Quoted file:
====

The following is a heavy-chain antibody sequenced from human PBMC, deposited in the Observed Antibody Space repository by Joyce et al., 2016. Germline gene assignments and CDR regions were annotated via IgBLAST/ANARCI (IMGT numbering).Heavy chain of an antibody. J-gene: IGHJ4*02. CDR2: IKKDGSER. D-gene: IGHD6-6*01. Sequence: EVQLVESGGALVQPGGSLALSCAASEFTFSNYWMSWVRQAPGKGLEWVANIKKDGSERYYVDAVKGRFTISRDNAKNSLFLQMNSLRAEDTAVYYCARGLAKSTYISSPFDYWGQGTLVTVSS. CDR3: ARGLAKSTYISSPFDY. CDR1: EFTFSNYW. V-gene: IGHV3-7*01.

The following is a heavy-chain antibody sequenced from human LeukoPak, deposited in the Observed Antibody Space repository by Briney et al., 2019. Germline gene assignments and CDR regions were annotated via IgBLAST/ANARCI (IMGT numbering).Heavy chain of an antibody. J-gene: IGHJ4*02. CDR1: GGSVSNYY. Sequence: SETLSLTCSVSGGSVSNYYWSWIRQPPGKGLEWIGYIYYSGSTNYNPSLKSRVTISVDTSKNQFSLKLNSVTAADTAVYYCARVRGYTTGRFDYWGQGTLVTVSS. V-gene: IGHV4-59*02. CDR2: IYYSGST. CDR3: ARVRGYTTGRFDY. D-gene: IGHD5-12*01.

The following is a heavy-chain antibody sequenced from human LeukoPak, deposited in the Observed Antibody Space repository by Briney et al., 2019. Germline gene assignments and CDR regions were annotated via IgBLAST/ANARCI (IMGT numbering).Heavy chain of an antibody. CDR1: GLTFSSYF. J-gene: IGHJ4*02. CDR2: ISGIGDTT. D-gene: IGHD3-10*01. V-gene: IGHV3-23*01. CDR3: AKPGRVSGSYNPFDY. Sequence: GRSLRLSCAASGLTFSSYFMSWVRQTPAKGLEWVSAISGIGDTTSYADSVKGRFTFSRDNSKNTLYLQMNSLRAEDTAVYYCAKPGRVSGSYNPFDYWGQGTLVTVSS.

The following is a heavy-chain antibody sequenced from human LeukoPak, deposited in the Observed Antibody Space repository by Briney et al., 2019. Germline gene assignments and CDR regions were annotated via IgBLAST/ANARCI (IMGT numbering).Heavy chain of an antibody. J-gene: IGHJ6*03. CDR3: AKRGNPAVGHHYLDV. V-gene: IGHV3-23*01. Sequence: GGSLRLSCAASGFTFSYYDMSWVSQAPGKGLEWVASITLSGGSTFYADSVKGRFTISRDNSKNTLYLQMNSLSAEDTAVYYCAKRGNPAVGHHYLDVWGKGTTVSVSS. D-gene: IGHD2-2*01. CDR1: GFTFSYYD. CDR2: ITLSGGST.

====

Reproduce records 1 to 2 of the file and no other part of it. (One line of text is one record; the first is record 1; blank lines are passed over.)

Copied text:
The following is a heavy-chain antibody sequenced from human PBMC, deposited in the Observed Antibody Space repository by Joyce et al., 2016. Germline gene assignments and CDR regions were annotated via IgBLAST/ANARCI (IMGT numbering).Heavy chain of an antibody. J-gene: IGHJ4*02. CDR2: IKKDGSER. D-gene: IGHD6-6*01. Sequence: EVQLVESGGALVQPGGSLALSCAASEFTFSNYWMSWVRQAPGKGLEWVANIKKDGSERYYVDAVKGRFTISRDNAKNSLFLQMNSLRAEDTAVYYCARGLAKSTYISSPFDYWGQGTLVTVSS. CDR3: ARGLAKSTYISSPFDY. CDR1: EFTFSNYW. V-gene: IGHV3-7*01.

The following is a heavy-chain antibody sequenced from human LeukoPak, deposited in the Observed Antibody Space repository by Briney et al., 2019. Germline gene assignments and CDR regions were annotated via IgBLAST/ANARCI (IMGT numbering).Heavy chain of an antibody. J-gene: IGHJ4*02. CDR1: GGSVSNYY. Sequence: SETLSLTCSVSGGSVSNYYWSWIRQPPGKGLEWIGYIYYSGSTNYNPSLKSRVTISVDTSKNQFSLKLNSVTAADTAVYYCARVRGYTTGRFDYWGQGTLVTVSS. V-gene: IGHV4-59*02. CDR2: IYYSGST. CDR3: ARVRGYTTGRFDY. D-gene: IGHD5-12*01.